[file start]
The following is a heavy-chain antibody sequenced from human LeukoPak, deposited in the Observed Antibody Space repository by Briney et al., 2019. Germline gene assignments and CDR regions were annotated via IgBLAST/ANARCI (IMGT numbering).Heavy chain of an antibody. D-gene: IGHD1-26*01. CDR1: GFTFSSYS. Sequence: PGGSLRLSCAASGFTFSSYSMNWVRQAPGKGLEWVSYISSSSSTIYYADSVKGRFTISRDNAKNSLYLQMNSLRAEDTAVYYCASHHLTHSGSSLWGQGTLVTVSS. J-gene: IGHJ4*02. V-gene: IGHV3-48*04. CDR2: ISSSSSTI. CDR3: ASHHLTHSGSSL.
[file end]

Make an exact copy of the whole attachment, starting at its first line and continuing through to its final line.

The following is a heavy-chain antibody sequenced from human LeukoPak, deposited in the Observed Antibody Space repository by Briney et al., 2019. Germline gene assignments and CDR regions were annotated via IgBLAST/ANARCI (IMGT numbering).Heavy chain of an antibody. D-gene: IGHD1-26*01. CDR1: GFTFSSYS. Sequence: PGGSLRLSCAASGFTFSSYSMNWVRQAPGKGLEWVSYISSSSSTIYYADSVKGRFTISRDNAKNSLYLQMNSLRAEDTAVYYCASHHLTHSGSSLWGQGTLVTVSS. J-gene: IGHJ4*02. V-gene: IGHV3-48*04. CDR2: ISSSSSTI. CDR3: ASHHLTHSGSSL.